Last week, the USDA’s March World Agricultural Supply and Demand Estimates (WASDE) report cited another compounding factor tightening the global grain shortage: South America’s three largest agricultural producers – Brazil, Argentina, and Paraguay – are experiencing a prolonged period of drought and low water levels in their main rivers. South America’s low crop yields will most impact the global market for soybeans, which relies on the continent’s 2022 production. The report also cut Ukraine wheat exports by 17% (from 24 million to 20 million tons), and corn sales by 6 million tons in 2021-2022. USDA’s cuts to Ukraine and Russian grain exports were partially offset by India and Australia.

Uncertainty in the global food supply chain may precipitate a U.S. shift of 3 million acres from corn to soybeans, with both corn and soybean acreage leveling around 90 million acres this summer.

However, soybeans remain the more attractive option for farmers due to lower fertilizer requirements. Already, fertilizer prices have more than doubled in the last year, a trend exacerbated as Russia provides 23% of the global ammonia market, 17% of potash, 14% of urea, and 10% of phosphates. While Ukraine is not significant in fertilizer, its neighbor Belarus supplies 13% of the world’s potash.

Rising Grocery Prices Ahead

Come autumn, the sky-high commodity prices will arrive at grocery stores. Last October, the United Nations, the Food and Agriculture Organization, and the Food Price Index had pegged the global prices of commodities used in food manufacturing up 30% relative to January 2020’s pre-pandemic levels 10 months earlier. While a commodity shortage is unexpected in the U.S., grocery prices will nevertheless be the most tangible impact felt by American consumers.

Wheat serves as a useful barometer of pressures on global food prices. The Chicago wheat futures contract is sitting near a nine-year high, while wheat globally has slipped into its largest deficit since 2013. After a decade of the world’s producing more wheat than it needed, and keeping inventories stocked, 2022 will see the second consecutive year of a deficit.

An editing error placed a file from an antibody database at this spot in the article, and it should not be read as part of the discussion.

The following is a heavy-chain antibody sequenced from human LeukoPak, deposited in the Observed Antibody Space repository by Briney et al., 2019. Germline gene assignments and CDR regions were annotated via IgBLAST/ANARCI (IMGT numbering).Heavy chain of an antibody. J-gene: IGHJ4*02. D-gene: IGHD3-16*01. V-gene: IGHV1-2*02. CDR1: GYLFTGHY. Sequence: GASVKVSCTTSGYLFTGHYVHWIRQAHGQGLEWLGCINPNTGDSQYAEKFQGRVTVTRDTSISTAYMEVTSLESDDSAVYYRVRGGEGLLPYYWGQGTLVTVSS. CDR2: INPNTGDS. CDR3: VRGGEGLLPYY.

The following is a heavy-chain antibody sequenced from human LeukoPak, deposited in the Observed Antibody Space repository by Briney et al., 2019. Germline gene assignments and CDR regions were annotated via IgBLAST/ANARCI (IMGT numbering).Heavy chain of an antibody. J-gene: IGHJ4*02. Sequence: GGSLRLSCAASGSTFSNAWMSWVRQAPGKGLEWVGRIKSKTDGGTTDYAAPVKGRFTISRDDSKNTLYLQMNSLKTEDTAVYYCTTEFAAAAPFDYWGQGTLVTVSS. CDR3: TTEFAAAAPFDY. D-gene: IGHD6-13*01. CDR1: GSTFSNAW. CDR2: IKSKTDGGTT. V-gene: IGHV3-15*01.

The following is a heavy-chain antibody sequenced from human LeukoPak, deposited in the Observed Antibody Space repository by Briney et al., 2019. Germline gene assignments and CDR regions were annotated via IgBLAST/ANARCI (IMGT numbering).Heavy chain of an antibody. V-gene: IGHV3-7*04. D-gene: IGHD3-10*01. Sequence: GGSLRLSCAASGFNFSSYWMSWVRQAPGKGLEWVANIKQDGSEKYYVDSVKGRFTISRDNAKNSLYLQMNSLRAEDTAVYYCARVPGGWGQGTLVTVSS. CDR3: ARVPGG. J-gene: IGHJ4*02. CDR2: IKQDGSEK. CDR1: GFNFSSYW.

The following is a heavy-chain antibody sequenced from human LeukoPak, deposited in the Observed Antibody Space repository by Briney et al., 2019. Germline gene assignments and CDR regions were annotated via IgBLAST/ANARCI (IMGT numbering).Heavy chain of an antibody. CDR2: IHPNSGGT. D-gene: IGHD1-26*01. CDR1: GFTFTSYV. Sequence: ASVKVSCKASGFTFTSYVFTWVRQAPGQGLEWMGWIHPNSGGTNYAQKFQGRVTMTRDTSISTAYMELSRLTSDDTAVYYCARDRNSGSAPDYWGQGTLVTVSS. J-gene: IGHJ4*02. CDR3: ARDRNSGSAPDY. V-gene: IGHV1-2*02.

The confluence of all the described factors makes it increasingly difficult to secure hemp acreage in North America. That is especially troublesome for fiber and grain hemp processors – many of whom have invested millions of dollars to acquire facilities, equipment, and labor – who are now operational but cannot secure enough regional production to meet their annual feedstock needs. That could add financial pressure on the operators should they struggle to hit their sales targets, and could delay their timelines for paying back loans and meeting investor expectations.

As things stand, given the yields that farmers can achieve planting corn, hemp is a far less attractive option. In addition, the lack of crop insurance for hemp production means that growers must bear on higher risk with minimal chance of reward, especially in a year when a crop insurance loss on corn or soybeans would still be highly profitable given where the futures sit.

Nevertheless, there is a silver lining: High prices for major agricultural commodities will push food and feed manufacturers to consider cheaper, nutritious alternatives. That could make hemp a winner, especially if hemp grain can achieve approval as a feed ingredient (for poultry at the very least) in the next 12 months. The high-protein content and nutritional profile of hemp grain ingredients rival those of flaxseed and other oilseeds which may prove to become targets for manufacturers seeking alternatives.

Ukraine is the world’s largest exporter of sunflower oil, responsible for up to 46% of sunflower seed and safflower oil production. The second-largest producer is Russia, which supplies about 23% of the global demand. Sunflower seed oil is widely used in cosmetics and, like hemp seed oil, contains polyunsaturated fatty acids.

Upside to Hemp Seed

A global deficit in sunflower seed oil could draw new attention to hemp seed oil, which contains 75%-80% polyunsaturated fatty acids, as well as highly sought-after omega-3 and omega-6 fatty acids, including gamma-linolenic acid (GLA). Over the last few decades, GLA has gained recognition for its anti-inflammatory and anticancer properties, and a handful of clinical trials found that GLA reduced inflammation, symptoms, and the requirement for NSAIDs in patients with arthritis. The unaffordability of major crops as driven by market uncertainty could stimulate the market both for hemp grain and its adoption as a plant-based ingredient.

While each week of Ukraine’s sustained resistance floats renewed hope for peace talks between Ukraine and Russia, the next 30 days also hold critical importance for farmers in North America as they finalize production plans and begin sowing seeds for this summer’s increasingly vital harvest.